A steady, safe electrical current is necessary to power all electronic devices and equipment. However, the wiring harnesses needed for cars, airplanes, boats and other vehicles have different requirements than the wires and cables used in homes and other stationary electrical current flows.
Taking the right actions and using quality materials and equipment are the first steps toward creating or repairing a durable, long-lasting wiring harness. Here are a few things to keep in mind when working on one:
1. Use the right wires
Automotive repair shop technicians understand the importance of using automotive-grade wiring. This type of wire can handle vibrations and heat in ways solid wire, which is used in stationary environments, simply can't.
Using the right gauge is also important. Wires should be color-coded, and maintaining the same color coordination can make future repairs much easier.
When connecting wires to repair damage, soldering the wires together correctly can make a big difference. Use a soldering iron applied from underneath the wires, and ensure the metal is melted enough to secure the joint, Popular Mechanics emphasized. Master Appliance's Ultratorch soldering iron offers high thermal conductivity, making soldering jobs easier to accomplish.
2. Ensure connectors and backshells are in good condition
Damaged wires must be repaired, but so should connector heads and backshells or hoods. If these parts are corroded or have otherwise sustained damaged, they need to be replaced before installing the electrical wiring harness.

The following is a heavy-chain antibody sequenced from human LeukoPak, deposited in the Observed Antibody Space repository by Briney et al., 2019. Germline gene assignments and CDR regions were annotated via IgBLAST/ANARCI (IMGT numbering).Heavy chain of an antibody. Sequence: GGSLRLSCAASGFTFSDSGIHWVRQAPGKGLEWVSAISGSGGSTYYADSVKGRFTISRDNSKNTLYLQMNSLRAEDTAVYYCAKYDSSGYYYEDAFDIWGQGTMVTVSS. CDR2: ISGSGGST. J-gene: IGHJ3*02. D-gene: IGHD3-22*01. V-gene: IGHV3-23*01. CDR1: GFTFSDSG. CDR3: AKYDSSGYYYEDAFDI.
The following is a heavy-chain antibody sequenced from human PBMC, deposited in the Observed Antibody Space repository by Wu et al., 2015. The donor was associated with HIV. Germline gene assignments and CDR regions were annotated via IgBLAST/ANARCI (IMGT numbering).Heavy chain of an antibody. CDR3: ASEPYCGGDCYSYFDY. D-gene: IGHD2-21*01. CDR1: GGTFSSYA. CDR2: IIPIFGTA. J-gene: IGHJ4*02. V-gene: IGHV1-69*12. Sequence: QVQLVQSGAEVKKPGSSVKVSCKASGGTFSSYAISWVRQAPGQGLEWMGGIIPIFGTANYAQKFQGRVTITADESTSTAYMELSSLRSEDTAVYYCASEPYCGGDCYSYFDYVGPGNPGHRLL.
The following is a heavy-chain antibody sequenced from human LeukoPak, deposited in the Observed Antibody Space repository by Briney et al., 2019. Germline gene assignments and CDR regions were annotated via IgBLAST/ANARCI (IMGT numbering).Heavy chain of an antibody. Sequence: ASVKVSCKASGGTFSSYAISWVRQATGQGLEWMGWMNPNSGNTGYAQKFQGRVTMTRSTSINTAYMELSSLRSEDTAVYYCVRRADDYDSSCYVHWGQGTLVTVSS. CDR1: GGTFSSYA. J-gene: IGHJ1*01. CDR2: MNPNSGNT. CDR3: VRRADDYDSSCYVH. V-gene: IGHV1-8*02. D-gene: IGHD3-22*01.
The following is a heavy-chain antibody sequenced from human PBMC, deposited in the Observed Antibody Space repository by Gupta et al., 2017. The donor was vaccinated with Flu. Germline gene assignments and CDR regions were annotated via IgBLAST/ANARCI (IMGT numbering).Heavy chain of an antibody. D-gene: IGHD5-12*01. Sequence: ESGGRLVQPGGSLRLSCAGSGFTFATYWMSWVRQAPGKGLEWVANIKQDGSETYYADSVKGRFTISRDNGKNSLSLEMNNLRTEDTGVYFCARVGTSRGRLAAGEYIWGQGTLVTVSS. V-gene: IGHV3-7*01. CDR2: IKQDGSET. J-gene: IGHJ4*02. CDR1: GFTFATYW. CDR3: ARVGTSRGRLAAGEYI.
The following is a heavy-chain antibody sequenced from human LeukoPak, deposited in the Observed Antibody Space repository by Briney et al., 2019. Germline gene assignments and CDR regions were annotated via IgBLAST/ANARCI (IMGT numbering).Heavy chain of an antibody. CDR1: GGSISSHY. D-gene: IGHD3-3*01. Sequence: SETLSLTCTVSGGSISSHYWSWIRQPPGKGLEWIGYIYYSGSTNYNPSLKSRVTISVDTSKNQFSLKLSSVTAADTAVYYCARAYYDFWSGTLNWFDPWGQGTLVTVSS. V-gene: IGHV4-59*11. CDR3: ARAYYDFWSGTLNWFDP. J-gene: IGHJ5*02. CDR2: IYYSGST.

3. Break wires out of the harness carefully
If a wire that's already secured in a harness needs to be replaced or repaired, the removal must be done carefully so as to not damage adjacent wires or connectors. Bend the wires as little as possible, especially near the connector. Never overbend wires.
Secure wires with heat shrink tubing
Once wires are repaired as needed, they need to be wrapped in the right heat shrink tubing. Choose heat shrink tubing that's large enough to slip over the wire you need to wrap, but is able to shrink down enough to fit snugly on the bundle.
The right heat shrink tubing will protect your wires from moisture, dirt and other contaminants that can pose risks to the integrity of the electrical connection. One critical aspect of heat shrink tubing is its ability to retain a stable, strong hold. Tubing that is equipped with crimps are generally reliable.
Certain heat shrink tubing can also help with connectivity or with bundling multiple wires into one harness. These useful tubes come with premeasured solder added in. Tubing with an adhesive lining softens during the heating and molds to the shape of the bundle, providing superior support and insulation.
If you're repairing multiple wires, use the heat shrink tubing on the individual repairs, but follow up with a larger tube that bundles all the strands together. This will make for a cleaner result.
Master Appliance offers crimp, solder and heat-seal connector kits. Tubing is color-coded to keep track of which wires are used and where. Additionally, the tubing doesn't shrink in length – only in girth – to ensure that coverage is never compromised.